Try The Rotation Diet

The rotation diet is not only great for rapid weight loss but can make you feel better, improve your energy levels and sleep quality.

Whether you use the diet to lose weight or discover which foods you are intolerant to, it is a great way to increase your nourishment.

The best thing about the diet is that it encourages you to maintain long-term healthy habits.

learn more about making long-term, impactful healthy lifestyle choices with our online education course.

headshot of Jay Todtenbier 2018
Author

Jay Todtenbier is an original founder of SupplementRelief.com in 2010 and has operated the business ever since. He is also a tennis instructor and gospel musician. Formerly he spent 25 years in business development, technology and marketing with startups and major corporations having gone through the tech boom in Silicon Valley in the 90s. He became passionate about, and began studying and practicing Wellness as a Lifestyle after experiencing chronic, personal health challenges including depression, auto-immune diseases, and being overweight that impacted his ability to live a healthy, vibrant life. Since then, he has been an advocate for healthier living encouraging others to live better through making small, gradual changes to lifestyle behaviors relating to whole-foods nutrition, stress management, reasonable exercise, proper sleep, and the use of targeted, high-quality supplements.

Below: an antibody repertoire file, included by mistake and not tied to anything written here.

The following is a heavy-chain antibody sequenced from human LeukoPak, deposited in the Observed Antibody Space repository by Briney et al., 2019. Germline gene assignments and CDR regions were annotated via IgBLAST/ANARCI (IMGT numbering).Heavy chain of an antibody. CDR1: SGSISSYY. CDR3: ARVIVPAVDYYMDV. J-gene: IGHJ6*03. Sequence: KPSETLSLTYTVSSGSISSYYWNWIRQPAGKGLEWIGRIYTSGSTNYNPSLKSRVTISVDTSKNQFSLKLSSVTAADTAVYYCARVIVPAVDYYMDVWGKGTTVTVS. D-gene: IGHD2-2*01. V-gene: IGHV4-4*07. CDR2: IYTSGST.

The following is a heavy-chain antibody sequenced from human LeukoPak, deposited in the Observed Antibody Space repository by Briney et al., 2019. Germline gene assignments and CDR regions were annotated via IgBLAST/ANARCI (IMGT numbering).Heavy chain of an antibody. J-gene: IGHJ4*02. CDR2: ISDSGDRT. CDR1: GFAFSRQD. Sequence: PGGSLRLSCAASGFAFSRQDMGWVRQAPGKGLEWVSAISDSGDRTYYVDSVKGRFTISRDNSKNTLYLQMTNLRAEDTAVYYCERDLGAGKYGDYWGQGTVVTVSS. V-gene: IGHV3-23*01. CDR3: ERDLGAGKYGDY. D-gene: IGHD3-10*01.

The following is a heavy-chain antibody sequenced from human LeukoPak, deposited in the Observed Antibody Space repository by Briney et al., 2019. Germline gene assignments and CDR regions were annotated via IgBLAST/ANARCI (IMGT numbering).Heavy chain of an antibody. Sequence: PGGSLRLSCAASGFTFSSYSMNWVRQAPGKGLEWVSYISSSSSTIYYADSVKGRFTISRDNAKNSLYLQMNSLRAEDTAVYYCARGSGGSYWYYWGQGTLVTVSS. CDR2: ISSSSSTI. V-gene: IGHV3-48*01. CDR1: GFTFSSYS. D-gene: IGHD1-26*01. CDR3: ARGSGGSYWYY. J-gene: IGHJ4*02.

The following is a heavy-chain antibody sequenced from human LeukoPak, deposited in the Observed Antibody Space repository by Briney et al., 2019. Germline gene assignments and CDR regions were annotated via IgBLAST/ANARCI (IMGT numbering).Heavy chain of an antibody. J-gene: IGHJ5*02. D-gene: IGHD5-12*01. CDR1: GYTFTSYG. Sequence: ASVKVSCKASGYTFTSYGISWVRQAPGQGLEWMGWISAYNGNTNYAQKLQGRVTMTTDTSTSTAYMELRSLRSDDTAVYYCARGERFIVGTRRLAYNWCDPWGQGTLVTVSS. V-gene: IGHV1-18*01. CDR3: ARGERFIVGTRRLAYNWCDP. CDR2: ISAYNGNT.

Learn more about Jay Todtenbier.

  Related Content

We encourage you to take advantage of these FREE Wellness Resources on our website.


healthy and unhealthy foods on four forks show a continuum from healthy to unhealthy depicting the standard American diet

What Is the Standard American Diet (SAD)?

How aware are you of what's going into your body? Are you eating to live or living to eat? In reality, we all have different nutritional needs, but the standard American diet (SAD) doesn't suit most of them (or most people, for that matter). Your diet might be making you sick, sluggish, and at-risk.


whole foods vegetables on display

Whole Foods Plant-Based (WFPB) Diet

How many times have you jumped on-board the diet train with high hopes of weight loss and improved health, only to discover limited food choices, difficulty staying on-track, and few measurable health benefits? Diet fads come and go, but one - the whole foods, plant-based diet (WFPB)- isn't a fad.